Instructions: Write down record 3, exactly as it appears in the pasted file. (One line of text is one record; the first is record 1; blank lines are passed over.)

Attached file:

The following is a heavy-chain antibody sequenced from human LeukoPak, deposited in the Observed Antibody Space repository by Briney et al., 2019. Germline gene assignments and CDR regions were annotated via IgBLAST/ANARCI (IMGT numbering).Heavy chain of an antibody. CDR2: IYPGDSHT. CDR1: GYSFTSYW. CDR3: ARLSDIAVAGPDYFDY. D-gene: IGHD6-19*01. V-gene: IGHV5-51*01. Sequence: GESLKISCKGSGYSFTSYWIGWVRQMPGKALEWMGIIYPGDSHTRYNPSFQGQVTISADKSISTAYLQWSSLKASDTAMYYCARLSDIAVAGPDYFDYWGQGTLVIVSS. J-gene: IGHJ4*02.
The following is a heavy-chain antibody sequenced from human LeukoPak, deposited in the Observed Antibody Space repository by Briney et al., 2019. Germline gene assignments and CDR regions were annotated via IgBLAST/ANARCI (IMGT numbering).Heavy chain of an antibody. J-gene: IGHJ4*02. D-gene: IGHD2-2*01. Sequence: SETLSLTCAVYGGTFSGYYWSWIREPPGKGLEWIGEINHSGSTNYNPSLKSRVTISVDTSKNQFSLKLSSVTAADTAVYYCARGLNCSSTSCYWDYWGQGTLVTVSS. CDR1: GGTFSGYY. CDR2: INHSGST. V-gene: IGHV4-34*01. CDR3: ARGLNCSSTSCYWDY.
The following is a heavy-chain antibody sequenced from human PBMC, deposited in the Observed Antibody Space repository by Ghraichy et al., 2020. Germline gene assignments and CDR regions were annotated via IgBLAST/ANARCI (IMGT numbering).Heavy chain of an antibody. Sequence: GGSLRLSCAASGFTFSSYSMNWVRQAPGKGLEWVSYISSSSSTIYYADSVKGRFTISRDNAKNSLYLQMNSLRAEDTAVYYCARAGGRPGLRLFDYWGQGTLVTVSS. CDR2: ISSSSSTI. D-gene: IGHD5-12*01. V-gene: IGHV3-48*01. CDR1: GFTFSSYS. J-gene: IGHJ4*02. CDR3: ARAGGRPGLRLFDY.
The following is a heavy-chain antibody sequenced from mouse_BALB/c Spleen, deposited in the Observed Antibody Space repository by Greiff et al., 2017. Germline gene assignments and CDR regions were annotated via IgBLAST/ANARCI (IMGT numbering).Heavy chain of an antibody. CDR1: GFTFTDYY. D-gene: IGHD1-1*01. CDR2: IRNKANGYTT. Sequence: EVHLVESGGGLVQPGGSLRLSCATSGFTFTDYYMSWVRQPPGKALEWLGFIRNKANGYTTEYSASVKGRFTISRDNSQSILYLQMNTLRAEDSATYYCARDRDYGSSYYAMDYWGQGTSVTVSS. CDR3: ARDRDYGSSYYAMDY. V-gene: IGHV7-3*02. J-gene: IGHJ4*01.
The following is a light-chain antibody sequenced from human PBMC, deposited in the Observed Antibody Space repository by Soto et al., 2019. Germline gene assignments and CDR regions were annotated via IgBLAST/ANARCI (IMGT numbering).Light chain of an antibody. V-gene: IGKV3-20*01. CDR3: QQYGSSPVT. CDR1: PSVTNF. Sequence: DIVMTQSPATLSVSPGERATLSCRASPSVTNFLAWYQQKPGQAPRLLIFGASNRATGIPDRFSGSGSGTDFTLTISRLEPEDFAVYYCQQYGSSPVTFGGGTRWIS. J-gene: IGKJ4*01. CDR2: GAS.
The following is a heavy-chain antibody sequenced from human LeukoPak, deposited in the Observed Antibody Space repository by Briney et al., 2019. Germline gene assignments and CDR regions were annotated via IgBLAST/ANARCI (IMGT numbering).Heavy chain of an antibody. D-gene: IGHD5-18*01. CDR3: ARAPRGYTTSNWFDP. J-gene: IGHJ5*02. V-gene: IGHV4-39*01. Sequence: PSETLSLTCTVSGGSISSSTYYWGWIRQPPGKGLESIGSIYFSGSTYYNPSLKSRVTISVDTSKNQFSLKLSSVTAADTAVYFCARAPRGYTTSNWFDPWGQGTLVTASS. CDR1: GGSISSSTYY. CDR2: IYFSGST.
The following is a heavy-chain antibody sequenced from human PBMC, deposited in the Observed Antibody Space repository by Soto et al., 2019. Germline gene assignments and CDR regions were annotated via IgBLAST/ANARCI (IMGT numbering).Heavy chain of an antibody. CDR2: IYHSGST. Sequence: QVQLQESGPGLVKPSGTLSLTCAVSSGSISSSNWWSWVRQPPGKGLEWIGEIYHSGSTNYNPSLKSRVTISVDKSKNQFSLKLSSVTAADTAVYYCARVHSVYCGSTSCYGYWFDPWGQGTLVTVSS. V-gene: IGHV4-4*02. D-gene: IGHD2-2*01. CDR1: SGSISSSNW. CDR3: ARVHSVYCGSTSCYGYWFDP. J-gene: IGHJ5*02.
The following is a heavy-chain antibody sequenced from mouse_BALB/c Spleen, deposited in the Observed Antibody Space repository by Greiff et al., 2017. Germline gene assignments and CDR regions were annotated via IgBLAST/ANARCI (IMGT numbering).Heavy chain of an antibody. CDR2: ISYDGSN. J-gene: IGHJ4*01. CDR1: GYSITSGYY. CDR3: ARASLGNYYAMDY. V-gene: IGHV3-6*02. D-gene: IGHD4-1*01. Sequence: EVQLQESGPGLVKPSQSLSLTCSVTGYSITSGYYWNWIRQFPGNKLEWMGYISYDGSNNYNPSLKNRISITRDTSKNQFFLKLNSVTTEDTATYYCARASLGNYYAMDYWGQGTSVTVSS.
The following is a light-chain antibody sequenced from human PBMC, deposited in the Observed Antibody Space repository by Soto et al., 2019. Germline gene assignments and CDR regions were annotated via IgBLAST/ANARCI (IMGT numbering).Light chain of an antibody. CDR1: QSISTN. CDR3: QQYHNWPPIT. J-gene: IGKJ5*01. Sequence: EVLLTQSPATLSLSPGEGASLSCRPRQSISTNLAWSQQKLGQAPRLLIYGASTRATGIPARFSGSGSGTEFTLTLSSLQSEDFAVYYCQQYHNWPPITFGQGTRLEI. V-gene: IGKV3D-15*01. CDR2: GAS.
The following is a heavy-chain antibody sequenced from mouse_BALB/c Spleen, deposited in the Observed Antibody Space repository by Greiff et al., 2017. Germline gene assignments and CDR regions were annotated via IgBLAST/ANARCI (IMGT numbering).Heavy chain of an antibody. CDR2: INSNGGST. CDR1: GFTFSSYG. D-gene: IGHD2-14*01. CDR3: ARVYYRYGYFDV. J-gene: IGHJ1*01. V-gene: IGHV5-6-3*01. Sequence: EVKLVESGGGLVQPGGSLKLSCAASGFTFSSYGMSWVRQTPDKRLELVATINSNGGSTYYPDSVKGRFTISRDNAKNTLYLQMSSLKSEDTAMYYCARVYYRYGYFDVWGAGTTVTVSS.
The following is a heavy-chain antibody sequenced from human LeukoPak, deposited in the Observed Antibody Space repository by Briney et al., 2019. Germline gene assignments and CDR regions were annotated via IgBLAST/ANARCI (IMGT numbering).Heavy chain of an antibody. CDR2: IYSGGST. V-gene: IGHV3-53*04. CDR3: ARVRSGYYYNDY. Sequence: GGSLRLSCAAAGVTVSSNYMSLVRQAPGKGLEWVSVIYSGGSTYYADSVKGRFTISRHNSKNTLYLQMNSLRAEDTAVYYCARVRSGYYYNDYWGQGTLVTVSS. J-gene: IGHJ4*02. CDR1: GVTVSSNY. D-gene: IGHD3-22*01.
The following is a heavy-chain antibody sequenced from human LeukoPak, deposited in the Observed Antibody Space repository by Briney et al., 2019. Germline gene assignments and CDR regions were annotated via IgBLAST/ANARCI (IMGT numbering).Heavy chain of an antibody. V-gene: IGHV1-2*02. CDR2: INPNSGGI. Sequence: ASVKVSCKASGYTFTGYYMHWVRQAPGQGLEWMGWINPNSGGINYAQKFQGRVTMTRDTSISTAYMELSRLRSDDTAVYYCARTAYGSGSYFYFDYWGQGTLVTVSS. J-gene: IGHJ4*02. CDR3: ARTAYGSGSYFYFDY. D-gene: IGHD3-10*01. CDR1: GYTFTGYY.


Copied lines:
The following is a heavy-chain antibody sequenced from human PBMC, deposited in the Observed Antibody Space repository by Ghraichy et al., 2020. Germline gene assignments and CDR regions were annotated via IgBLAST/ANARCI (IMGT numbering).Heavy chain of an antibody. Sequence: GGSLRLSCAASGFTFSSYSMNWVRQAPGKGLEWVSYISSSSSTIYYADSVKGRFTISRDNAKNSLYLQMNSLRAEDTAVYYCARAGGRPGLRLFDYWGQGTLVTVSS. CDR2: ISSSSSTI. D-gene: IGHD5-12*01. V-gene: IGHV3-48*01. CDR1: GFTFSSYS. J-gene: IGHJ4*02. CDR3: ARAGGRPGLRLFDY.